This gave me an idea when Lysol mentioned the Waifu pack - we could generate a specialised scaling filter for games like Morrowind. I reckon that if we were to use Skyrim's official High Resolution Texture Pack and the regular textures as the training data, we should be able to get the right aesthetic. I don't know if the untrained Waifu network is easy to get hold of, but even if it wasn't, this wouldn't be the hardest thing in the world, and I reckon that someone should try it.
I think this is a great idea! Unfortunately it's several levels more advanced than I am capable of. Anything more complex than entering in a command with a folder to read from as an argument is more than I think I want to figure out. I did find a GUI over at waifu2x-caffe that's about my skill level lol. Based on the link lysol gave to someone who already did something similar, it doesn't look too promising, but perhaps it's a better starting point than PS's selection of interpolating algorithms. I would still want to run it through a vector trace and a rerastered filter. I'm currently in the middle of the vector trace step, but looks like it'll have to run overnight.
wareya wrote:
05 Jan 2018, 02:41
If waifu2x causes weirdness, use nnedi3 instead. It has a simpler network (so it's less over-fit) and it was trained on mostly photographic-like data. Worst case scenario you can make your own.
If I can find a GUI version of it, I'll certainly give it a try! If anyone is interested in training our own, let's start a new thread elsewhere as I think this could be a very interesting project, and maybe someone else will be better placed to accomplish it than I! I did find this so maybe waifu would be good enough after all.

Thanks all!

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lysol
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Re: Texture upscaling mod question

Post by lysol » 05 Jan 2018, 22:54

Ravenwing wrote:
05 Jan 2018, 07:21
Great! That was my main concern. As for the rest, I completely agree. It will never be as good as a good texture made from scratch at a higher resolution, but with an artistic filter hopefully I can get rid of some of the sloppiness. One more related question. Most texture packs say 1k or 2k textures etc, so does that mean they've changed the sizes of all textures to 2k!? That seems very inefficient as an apple certainly doesn't need to be that high of resolution.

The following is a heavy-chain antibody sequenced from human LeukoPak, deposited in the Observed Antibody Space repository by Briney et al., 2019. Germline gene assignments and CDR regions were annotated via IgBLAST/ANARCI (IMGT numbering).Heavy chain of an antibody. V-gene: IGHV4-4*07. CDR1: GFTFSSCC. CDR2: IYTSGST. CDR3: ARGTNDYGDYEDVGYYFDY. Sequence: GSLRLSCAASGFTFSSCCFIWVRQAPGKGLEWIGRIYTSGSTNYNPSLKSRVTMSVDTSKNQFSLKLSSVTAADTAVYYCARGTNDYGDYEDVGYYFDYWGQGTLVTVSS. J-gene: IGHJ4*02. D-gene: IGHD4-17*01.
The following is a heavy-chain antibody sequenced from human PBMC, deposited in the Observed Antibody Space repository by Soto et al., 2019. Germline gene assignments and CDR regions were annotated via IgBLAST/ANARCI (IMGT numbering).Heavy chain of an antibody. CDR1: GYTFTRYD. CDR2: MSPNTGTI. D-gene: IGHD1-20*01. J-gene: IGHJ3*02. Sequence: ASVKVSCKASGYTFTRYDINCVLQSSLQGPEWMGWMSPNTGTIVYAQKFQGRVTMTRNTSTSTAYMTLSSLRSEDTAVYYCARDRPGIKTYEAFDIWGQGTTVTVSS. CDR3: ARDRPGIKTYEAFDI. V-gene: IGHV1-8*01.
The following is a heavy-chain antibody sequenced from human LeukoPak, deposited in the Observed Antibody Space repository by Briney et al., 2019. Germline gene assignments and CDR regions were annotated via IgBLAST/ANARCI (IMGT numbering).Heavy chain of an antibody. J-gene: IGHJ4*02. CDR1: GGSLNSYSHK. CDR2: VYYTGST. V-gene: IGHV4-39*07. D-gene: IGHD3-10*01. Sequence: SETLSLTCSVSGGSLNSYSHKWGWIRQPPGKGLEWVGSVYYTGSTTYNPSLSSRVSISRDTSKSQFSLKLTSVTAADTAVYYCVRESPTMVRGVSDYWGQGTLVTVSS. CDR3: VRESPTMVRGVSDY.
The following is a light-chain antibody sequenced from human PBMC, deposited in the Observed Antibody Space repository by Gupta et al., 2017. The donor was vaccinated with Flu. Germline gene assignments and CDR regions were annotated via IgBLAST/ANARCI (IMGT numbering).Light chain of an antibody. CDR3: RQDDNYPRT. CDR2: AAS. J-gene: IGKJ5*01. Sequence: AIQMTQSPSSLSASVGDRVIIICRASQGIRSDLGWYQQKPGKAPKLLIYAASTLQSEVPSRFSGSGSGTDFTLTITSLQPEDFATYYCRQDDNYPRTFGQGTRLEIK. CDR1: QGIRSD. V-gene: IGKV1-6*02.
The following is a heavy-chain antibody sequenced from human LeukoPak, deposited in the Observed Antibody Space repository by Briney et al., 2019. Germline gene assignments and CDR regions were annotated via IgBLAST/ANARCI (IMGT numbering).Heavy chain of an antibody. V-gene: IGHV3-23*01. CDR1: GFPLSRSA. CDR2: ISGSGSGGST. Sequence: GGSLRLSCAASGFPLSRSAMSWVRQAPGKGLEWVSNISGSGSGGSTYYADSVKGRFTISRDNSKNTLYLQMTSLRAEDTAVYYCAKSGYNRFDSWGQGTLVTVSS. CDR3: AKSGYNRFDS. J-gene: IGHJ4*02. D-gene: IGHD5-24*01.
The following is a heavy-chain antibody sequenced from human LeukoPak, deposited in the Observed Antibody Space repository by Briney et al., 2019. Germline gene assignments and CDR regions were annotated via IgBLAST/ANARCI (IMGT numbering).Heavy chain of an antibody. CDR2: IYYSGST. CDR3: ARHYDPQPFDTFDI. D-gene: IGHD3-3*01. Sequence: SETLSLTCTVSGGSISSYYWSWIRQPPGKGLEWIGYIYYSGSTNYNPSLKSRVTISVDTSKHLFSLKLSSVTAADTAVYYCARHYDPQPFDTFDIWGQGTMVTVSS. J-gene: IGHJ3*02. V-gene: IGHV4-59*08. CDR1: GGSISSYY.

I bolded that scentence because so many don't get this in the modding community. You see 4k mods of the smallest details in Skyrim for example, and this is just pure dumb.

Smart people think something like this: Most major textures in Morrowind is 256x256. These guys go up to 2048x2048 if you go for 2k, which is 8 times bigger than 256. Then you have some 64x64 textures. Go for 8x bigger again, which is 512. Etc etc. Most textures (they are also the largest ones) will then be 2048x2048, so you basically have a 2k pack now.

With this said, you can go for whatever size you want with a certain texture, but the vanilla textures give you kind of a hind of how big the texture needs to be.
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AnyOldName3
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Re: Texture upscaling mod question

Post by AnyOldName3 » 06 Jan 2018, 00:13

but the vanilla textures give you kind of a hind of how big the texture needs to be.
That's putting an awful lot of faith in the competency of Bethesda... although it's reasonable as a starting point. I'm now going to go into more detail than you're probably interested in.

The main things you should bear in mind is how much of the screen an object will fill, how effective it's UV map is at making sure the texture is used effectively, and also the Nyquist Sampling Theorem.

If an object is never going to fill a large number of pixels on your screen, it doesn't need a big texture. However, if you're rarely going to see the object take up many pixels, but sometimes you do (for example if the apple gets thrown really hard at your face in first person view in slow motion), you're going to notice the lack of resolution. Even then, it's possible that it needs a bigger texture than it fills pixels. For example, as the texture covers the whole object, if it takes up around 128x128 screen pixels, a 128x128 texture won't be adequate as some of those texels are used for the back of the object so you don't end up with a whole texel per pixel.